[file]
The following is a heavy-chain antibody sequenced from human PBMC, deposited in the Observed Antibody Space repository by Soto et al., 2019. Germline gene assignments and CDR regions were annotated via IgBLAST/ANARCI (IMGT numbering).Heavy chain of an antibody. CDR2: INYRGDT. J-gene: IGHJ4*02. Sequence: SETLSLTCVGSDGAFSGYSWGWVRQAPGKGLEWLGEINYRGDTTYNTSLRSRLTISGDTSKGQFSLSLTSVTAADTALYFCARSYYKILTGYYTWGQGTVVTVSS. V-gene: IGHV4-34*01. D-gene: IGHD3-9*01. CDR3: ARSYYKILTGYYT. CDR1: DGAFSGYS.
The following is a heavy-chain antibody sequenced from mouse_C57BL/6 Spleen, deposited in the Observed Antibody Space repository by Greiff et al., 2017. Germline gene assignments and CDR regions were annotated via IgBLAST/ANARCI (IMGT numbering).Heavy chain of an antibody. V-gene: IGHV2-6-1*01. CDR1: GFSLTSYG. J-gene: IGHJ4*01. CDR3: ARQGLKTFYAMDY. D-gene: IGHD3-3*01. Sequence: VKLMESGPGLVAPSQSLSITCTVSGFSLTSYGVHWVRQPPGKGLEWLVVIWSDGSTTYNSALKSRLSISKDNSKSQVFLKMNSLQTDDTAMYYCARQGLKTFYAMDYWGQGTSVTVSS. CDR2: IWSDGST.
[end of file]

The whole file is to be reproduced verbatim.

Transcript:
The following is a heavy-chain antibody sequenced from human PBMC, deposited in the Observed Antibody Space repository by Soto et al., 2019. Germline gene assignments and CDR regions were annotated via IgBLAST/ANARCI (IMGT numbering).Heavy chain of an antibody. CDR2: INYRGDT. J-gene: IGHJ4*02. Sequence: SETLSLTCVGSDGAFSGYSWGWVRQAPGKGLEWLGEINYRGDTTYNTSLRSRLTISGDTSKGQFSLSLTSVTAADTALYFCARSYYKILTGYYTWGQGTVVTVSS. V-gene: IGHV4-34*01. D-gene: IGHD3-9*01. CDR3: ARSYYKILTGYYT. CDR1: DGAFSGYS.
The following is a heavy-chain antibody sequenced from mouse_C57BL/6 Spleen, deposited in the Observed Antibody Space repository by Greiff et al., 2017. Germline gene assignments and CDR regions were annotated via IgBLAST/ANARCI (IMGT numbering).Heavy chain of an antibody. V-gene: IGHV2-6-1*01. CDR1: GFSLTSYG. J-gene: IGHJ4*01. CDR3: ARQGLKTFYAMDY. D-gene: IGHD3-3*01. Sequence: VKLMESGPGLVAPSQSLSITCTVSGFSLTSYGVHWVRQPPGKGLEWLVVIWSDGSTTYNSALKSRLSISKDNSKSQVFLKMNSLQTDDTAMYYCARQGLKTFYAMDYWGQGTSVTVSS. CDR2: IWSDGST.